Killing with kindness or for commercial gain?

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While waiting for the publication of the consultation on statutory registration of accommodation provision in England, I thought I would share with colleagues my most recent exposure to the absurdities and contradictions of the current enforcement of accommodation related regulation within in England.

I don’t want to pre judge the long awaited DCMS consultation. However, we are anticipating a, “here’s what we think the option, or options should be” appropriate. We are also expecting whatever is proposed to lean towards a very light touch, industry guided (i.e., providers), low-cost option. Given what we are learning much more over time about some of the longer-term consequences of well-intended, light touch regulation, there is perhaps a real danger it may turn out to be a bit of an unwelcome faff for the majority of good operators and utterly ineffectual against the small but dangerous and highly damaging minority of cowboys, rogues and rotter’s.

Having waited over 50 years for the original 1969 provision to be enacted, 60 since we have our first record of it being proposed, a damp squid of a solution now would be a totally wasted opportunity. Especially if you accept that history clearly suggests that whatever is or isn’t adopted now, will not then be adjust or revisited for at least 10 years and probably much, much longer.

So, what else has just happened? HMG have recently decided that potential endangering, if not accidentally killing refugees fleeing conflict Ukraine in the well-intended rush of human kindness to house as many as possible as quickly as possible can’t possibly be countenanced. Consequently, and quite rightly, all those wishing to offer either rooms or full properties under the Homes for Ukraine scheme are being advised on what the minimum standards they must achieve are and, critically, what mandatory safety provisions must be met including: current gas safe certification, smoke or fire alarms and CO monitors where appropriate.

Quite rightly in turn, local authorities, as the delivery bodies in England, are mandated and critically enabled, via the provision of the basic information on who what and where, to check that these minimum safety standards are being reached, before they accept owners into the scheme. Delays in obtaining gas safe certificates and/or a reluctance on the part of some potential hosts to pay for the necessary inspections and alarms etc., is causing additional delays. In some quarters it is also generating some fairly predictable disquiet about, “red tape” and “jobsworth officialdom” arguably from among those who would be equally vocal about any failures to enforce and who would probably be first in line to demand the take away the job of the “jobsworth”.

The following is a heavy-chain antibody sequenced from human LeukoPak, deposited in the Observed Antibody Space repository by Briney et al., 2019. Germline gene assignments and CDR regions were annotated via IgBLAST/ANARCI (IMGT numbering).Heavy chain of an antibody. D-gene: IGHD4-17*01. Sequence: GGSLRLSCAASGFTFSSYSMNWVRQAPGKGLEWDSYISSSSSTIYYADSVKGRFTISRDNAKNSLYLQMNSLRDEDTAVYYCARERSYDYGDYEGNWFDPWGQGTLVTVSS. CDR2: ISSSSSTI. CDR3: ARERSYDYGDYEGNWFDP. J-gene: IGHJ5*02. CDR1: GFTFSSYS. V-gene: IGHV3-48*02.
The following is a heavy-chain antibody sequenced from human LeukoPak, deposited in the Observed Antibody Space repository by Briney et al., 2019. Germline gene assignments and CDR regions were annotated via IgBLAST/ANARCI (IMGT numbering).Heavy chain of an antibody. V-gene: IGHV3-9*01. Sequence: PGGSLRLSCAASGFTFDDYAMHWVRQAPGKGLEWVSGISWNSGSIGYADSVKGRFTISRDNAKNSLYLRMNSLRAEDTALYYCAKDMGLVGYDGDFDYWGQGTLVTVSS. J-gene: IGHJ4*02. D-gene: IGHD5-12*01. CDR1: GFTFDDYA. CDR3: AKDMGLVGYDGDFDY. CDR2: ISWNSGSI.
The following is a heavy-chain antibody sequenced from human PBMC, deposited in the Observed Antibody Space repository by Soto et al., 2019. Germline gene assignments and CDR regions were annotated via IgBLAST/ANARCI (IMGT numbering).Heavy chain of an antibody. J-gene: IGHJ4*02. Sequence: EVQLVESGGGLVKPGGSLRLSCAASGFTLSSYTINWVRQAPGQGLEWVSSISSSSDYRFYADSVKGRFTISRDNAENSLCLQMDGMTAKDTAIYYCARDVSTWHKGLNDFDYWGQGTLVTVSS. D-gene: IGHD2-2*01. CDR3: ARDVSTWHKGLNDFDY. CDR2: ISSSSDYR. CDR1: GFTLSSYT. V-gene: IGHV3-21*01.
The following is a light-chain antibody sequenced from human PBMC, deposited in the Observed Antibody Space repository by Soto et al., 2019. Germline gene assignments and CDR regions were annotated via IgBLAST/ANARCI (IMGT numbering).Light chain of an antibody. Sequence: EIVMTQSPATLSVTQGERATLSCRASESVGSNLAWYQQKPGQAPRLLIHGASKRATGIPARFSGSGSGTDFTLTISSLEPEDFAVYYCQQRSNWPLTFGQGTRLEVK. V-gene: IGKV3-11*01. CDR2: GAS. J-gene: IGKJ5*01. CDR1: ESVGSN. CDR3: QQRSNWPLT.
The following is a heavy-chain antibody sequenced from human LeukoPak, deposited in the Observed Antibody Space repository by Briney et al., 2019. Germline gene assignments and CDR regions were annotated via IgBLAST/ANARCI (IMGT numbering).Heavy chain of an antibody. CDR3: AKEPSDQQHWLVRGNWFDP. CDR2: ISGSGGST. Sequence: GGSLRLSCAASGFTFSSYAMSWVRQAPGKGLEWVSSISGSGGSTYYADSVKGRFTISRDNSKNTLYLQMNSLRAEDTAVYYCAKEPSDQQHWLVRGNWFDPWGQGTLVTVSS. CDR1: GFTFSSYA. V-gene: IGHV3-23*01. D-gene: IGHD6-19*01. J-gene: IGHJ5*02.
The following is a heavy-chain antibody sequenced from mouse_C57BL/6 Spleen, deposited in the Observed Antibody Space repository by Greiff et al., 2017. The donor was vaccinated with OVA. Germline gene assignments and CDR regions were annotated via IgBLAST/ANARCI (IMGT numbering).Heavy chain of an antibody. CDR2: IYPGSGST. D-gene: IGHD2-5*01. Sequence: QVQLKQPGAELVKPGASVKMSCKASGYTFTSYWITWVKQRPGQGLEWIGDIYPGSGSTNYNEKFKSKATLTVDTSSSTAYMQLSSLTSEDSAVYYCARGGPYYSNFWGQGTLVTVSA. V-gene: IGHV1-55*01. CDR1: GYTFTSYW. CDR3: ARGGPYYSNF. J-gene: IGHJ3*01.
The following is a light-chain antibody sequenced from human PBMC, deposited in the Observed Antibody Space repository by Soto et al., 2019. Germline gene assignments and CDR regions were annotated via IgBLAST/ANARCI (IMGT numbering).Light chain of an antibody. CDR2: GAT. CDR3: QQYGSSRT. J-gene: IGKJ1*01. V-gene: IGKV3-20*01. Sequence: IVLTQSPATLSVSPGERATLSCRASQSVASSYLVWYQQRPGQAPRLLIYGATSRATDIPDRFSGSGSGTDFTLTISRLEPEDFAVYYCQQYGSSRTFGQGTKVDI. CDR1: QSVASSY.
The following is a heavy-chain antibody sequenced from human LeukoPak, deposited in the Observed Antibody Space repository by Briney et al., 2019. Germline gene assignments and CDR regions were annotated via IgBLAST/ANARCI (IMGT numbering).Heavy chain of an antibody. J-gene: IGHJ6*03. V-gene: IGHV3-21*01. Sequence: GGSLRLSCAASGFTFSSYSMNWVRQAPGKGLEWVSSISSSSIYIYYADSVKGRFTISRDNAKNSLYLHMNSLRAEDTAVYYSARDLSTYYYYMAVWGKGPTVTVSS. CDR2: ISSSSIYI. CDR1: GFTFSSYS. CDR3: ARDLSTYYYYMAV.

Meanwhile, the self-same properties can be readily let commercially and internationally promoted as holiday accommodation to a Ukrainian or indeed any other visitors with nothing more arduous than the completion of a simple self-assessment, online form. Failure to declare a critical piece of safety information will at worst, dependant on the platform used, result in the icon for that item being crossed through on the list of facilities. The platforms promoting this accommodation take absolutely no responsibility or will not accept any liability for the owner’s failure to meet any mandated legal, regulatory or other standard. There is currently also no practical way for local authorities or other statutory bodies, like the fire service, to identifying where properties are being commercially let or by whom on such platforms, unless they care to individually book them to obtain their address detail. Therefore regulators and enforcement agencies have no realistic means of checking that matters like planning regulations, health, food hygiene, fire, gas or electrical safety standards are being adequately addressed.

It seems to me to be a little absurd that at this point in time apparently one part of HMG with a responsibility for housing can in an international crisis, readily and rightly recognise that potentially taking any risk that might effectively “kill with kindness” can’t possibly be countenanced. While another with the longstanding responsibility for tourism continues to procrastinate about allowing many of the same risks but on a vastly larger scale and all in the name of commercial gain and the perceived need to promote new disruptive technologies, regardless of the increasingly obvious and real risk this approach fosters.

Surely it is well past time to protect the lives and wellbeing of consumers, paying or otherwise, and in doing so protect the reputation of all parts the UK tourism accommodation industry? I look forward to seeing DCMS’s hopefully robust and practical proposals to achieve just that.

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